Tag: Nazism

Blood Flag by Steve Martini

June 14th, 2016 — 6:51pm



Screen Shot 2016-06-13 at 8.37.43 AMBlood Flag by Steve Martini

Not too long ago, I read Compelling Evidence, the first of 14 novels written by Steve Maritini ,which features private detective, Paul Madriani. This book was published in 1992 and I found it a terrific read and enjoyed the courtroom insight and intrigue. So now, I jumped to his latest novel in this series titled, Blood Flag. Perhaps my expectations were too high as I eagerly looked to see how the author had elevated his game after a quarter of a century.

Paul Madriani, the lawyer, was there with Harry, his trusted partner. There also was his special private investigator, Herman, who has a team of his “guys” to dig up information to further the plot. I thought these guys were overused to provide information for the story line.

The story begins as Madriani takes on a new client, an old woman who is accused of killing her hospitalized husband with an insulin injection in a mercy-type killing, which she denies. The deceased husband is connected with his World War II buddies who were in Berlin at the end of the war when Hitler committed suicide. They become linked to “Blutfahne” also known as the bloody flag, which is purported to have been designed by Adolf Hitler. (Remember, he was a struggling artist before the war). This flag was believed to have been first flown in Munich at the Beer Hall Putsch in 1923 where Hitler was arrested and put in jail (where he wrote Mein Kampf). There are supposed to be various keys to a safe deposit box where this symbolic, historical, iconic object is said to have been hidden.

Rather than being an exciting courtroom drama, which characterized his first novel in this series, this latest one in the series seems to me to have turned into a convoluted detective story. I didn’t believe that the characters were that well developed so I didn’t really care about most of them. Certainly, the author still has his touch in writing a dramatic moment or a confrontation, which occurred near the end of the book. I may have to give the author another chance by reading one of his earlier novels but I can’t recommend this latest one.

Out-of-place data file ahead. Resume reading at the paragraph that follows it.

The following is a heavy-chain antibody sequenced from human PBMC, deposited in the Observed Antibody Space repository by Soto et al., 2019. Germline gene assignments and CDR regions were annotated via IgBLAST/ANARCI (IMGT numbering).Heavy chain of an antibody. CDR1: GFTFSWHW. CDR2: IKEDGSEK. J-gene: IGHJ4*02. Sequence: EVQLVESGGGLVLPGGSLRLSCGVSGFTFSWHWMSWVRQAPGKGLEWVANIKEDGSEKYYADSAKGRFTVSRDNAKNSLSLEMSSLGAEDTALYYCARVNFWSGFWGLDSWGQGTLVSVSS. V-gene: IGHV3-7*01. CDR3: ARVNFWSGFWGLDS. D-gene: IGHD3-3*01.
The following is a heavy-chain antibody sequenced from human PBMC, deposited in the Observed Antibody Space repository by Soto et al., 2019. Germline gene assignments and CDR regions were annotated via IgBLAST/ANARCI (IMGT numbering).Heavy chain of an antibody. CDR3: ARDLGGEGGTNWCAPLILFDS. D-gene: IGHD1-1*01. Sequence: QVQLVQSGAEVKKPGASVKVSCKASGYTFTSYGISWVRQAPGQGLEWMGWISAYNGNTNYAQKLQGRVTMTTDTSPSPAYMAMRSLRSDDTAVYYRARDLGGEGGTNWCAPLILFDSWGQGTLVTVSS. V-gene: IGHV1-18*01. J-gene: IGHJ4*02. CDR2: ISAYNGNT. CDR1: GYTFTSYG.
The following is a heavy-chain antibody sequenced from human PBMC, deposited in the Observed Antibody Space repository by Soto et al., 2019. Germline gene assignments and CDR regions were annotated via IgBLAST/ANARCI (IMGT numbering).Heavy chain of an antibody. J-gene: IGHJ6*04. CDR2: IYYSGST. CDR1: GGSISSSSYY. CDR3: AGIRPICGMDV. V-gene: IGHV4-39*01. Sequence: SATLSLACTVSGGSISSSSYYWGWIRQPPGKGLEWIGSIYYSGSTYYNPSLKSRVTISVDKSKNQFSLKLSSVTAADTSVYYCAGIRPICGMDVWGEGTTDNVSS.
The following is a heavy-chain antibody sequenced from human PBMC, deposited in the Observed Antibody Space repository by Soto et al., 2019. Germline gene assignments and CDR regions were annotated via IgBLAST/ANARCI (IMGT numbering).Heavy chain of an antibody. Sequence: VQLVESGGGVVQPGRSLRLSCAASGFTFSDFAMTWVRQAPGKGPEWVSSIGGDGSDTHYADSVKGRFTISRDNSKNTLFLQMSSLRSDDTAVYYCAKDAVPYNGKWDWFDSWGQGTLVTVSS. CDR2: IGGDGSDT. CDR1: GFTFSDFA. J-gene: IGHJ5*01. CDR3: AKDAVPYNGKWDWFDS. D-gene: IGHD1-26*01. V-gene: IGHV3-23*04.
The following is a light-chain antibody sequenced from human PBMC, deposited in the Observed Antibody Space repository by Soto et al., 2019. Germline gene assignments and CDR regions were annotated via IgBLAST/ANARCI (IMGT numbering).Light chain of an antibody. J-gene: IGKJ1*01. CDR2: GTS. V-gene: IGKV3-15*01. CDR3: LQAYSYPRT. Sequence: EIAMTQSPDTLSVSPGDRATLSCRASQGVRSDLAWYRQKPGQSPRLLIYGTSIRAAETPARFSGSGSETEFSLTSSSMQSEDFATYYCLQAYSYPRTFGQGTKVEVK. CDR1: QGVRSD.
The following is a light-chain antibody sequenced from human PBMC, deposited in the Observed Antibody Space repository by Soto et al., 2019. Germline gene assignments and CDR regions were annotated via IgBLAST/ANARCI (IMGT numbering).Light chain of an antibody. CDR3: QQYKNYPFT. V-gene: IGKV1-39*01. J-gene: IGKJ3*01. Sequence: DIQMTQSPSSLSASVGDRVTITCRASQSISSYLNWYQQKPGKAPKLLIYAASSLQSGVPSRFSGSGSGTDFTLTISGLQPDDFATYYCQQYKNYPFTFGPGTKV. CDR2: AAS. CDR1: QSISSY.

To obtain a copy of this book from Amazon, click here 



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In The Garden of Beasts by Erik Larson

May 29th, 2012 — 1:12am

In The Garden of Beasts by Erik Larson – Just when it seems that everything has been written about the rise of Nazism, a new work come along that sheds further insight on this horrific piece of history. Erik Larson ( author of The Devil in the While City ) allows us to see this morbid piece of history through the eye of William Dodd, a university professor who was chosen by President Franklin Roosevelt to the US Ambassador to Germany in the 1930s, just as Hitler is coming to power. He, his wife and two grown children, Bill and Martha come to Berlin bringing their old Chevy with them so Dodd could try to avoid an ostentatious diplomatic life style and live within his meager salary. Never the less he did attend the lavish diplomatic events  as required. He got know the rising Nazis and witnessed first hand the slow  but sure disenfranchisement of the Jews living in Germany and the ultimate brutality of the Nazis. His daughter Martha can only be described as a free spirit. She dated and romanced several young German officers, a Russian spy and even was introduced by one of her boyfriends to Adolph Hitler who kissed her hand. Both father and daughter at first didn’t appreciate the significance of the changing atmosphere in Germany. Initially, they   even seemed to sympathize with what they thought was seemingly innocuous anti-Semitic views expressed by some of the German leaders and many of the German people. Both did come to understand the true nature of the new German rulers. They saw not only was it undemocratic but it was  cruel and inhuman. From early on in his stay Dodd felt some of the people in the state department and even some from his staff badmouthed him because they felt he didn’t fit in this “old boys” network. It was Ambassador Dodd who tried to inform his superiors in Washington of what was happening in Germany but he was minimized by many voices in the US state department. The impression is given that Roosevelt did understood the reality but couldn’t speak out or take action because the mood of the US was not ready. In the end Dodd came out a hero-although a lonely voice that obviously never made a difference but deserves to be remembered.

The authenticity of the narration is supported by detailed research, which Larson documented at the end of this book. This included a meticulous review of archives from all over the world, biographies, memoirs published and unpublished. There would seem to be no doubt that the reader has viewed the birth and growth of the Nazi beast from a unique vantage point.

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